While the use of cannabis is legal in the state of California, it is still illegal on a federal level.
Thus, the CEO of a company that contracts with NASA, a federal entity, smoking it on camera during a podcast could cause a bit of a problem.
Last year, Elon Musk famously partook while appearing on Joe Rogan's podcast. This caused some online tumult, but mixed publicity was the least of the trouble the incident brought about.
Because Musk's company, SpaceX, is a federal contractor and works closely with NASA, the organization agreed to pay $5 million to train SpaceX employees on compliance with regulations which prohibit illegal drug use by federal contractors. Part of this training was conducting a "workplace culture" review of the company to ensure that employees understood and complied with these regulations.
When the review was initially announced, NASA spokesperson Bob Jacobs told The Washington Post that they wanted to:
"ensure the companies are meeting NASA's requirements for workplace safety, including the adherence to a drug-free environment."
SpaceX reacted to news of the impending review by stating:
"Our comprehensive drug-free workforce and workplace programs exceed all applicable contractual requirements."
Boeing, SpaceX's main competitor and another major NASA contractor, was also required to conduct the same review. However, unlike with SpaceX, Boeing is not receiving any extra funding for this requirement.
Jim Bridenstine, a NASA administrator, said of the organization's motives for the reviews:
"If I see something that's inappropriate, the key concern to me is what is the culture that led to that inappropriateness and is NASA involved in that."
"As an agency we're not just leading ourselves but our contractors, as well. We need to show the American public that when we put an astronaut on a rocket, they'll be safe."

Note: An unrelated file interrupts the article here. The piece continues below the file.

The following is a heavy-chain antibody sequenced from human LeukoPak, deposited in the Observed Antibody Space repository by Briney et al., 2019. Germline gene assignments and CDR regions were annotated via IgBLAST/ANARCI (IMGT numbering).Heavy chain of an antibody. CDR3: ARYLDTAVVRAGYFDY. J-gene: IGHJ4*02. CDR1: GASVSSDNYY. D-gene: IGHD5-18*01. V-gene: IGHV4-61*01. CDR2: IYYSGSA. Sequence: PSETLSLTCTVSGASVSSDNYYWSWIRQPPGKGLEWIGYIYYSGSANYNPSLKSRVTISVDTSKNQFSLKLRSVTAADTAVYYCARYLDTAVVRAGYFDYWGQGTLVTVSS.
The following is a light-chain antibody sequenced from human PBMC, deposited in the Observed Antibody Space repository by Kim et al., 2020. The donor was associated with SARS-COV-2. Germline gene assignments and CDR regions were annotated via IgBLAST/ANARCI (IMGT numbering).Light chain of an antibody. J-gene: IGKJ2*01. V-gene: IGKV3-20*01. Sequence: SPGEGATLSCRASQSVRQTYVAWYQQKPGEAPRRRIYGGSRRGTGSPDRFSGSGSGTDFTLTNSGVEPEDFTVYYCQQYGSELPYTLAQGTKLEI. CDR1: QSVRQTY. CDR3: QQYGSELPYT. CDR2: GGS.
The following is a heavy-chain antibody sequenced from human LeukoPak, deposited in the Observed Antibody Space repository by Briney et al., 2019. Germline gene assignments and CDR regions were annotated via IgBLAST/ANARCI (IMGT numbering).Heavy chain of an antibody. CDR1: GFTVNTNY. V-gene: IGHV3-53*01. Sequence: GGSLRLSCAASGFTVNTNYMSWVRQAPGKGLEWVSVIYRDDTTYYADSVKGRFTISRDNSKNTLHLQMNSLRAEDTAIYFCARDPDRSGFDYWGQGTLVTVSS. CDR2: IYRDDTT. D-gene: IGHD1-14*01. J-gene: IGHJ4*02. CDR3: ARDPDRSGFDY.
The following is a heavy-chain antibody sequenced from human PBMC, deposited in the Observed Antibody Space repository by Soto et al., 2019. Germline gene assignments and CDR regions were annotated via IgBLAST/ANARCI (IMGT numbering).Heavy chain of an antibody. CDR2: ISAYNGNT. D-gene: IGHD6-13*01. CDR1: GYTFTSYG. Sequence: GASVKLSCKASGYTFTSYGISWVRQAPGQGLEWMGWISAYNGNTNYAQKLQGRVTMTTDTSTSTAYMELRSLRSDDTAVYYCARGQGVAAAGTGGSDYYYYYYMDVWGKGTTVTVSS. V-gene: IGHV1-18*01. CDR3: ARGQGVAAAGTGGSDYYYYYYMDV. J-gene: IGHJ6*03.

Joshua Finch, a NASA spokesperson, gave a tiny bit more information about the decision not to offer Boeing any extra funds for conducting the review:
"After discussions with Boeing…we decided we wouldn't pursue a contract modification to carry out the assessment that's underway."
There doesn't seem to be any precedent for NASA to pay a contractor additional funds for complying with a review such as this.
Social media opinions of the review, and NASA's paying for it, we're mixed.
Some criticized Musk and questioned why taxpayers are paying for his employees to be trained.
Others pointed out that Boeing's contract with NASA is still over $1 billion higher, even factoring in the $5 Million given to SpaceX in this instance.
Some were critical of NASA's decision to require the extra training in the first place, saying that adults should be sufficiently responsible to make sure that substance use does not negatively affect their job duties.
Given that there is no apparent precedent for NASA paying a contractor extra money for conducting training mandated by a contract, it does seem odd they chose to do so in this case.
Trainings and individual meetings with staff members will reportedly ensure that all are aware of, and following, federal guidelines regarding federally illegal drug use.
Only time will tell whether this approach is effective in increasing employee awareness of regulations and decreasing any employee drug use.
The book Smoke Signals: A Social History of Marijuana - Medical, Recreational and Scientific is available here.
Have you listened to the first season of George Takei's podcast, 'Oh Myyy Pod!'?
In season one we explored the racially charged videos that have taken the internet by storm.
We're hard at work on season two so be sure to subscribe here so you don't miss it when it goes live.
Here's one of our favorite episodes from season one. Enjoy!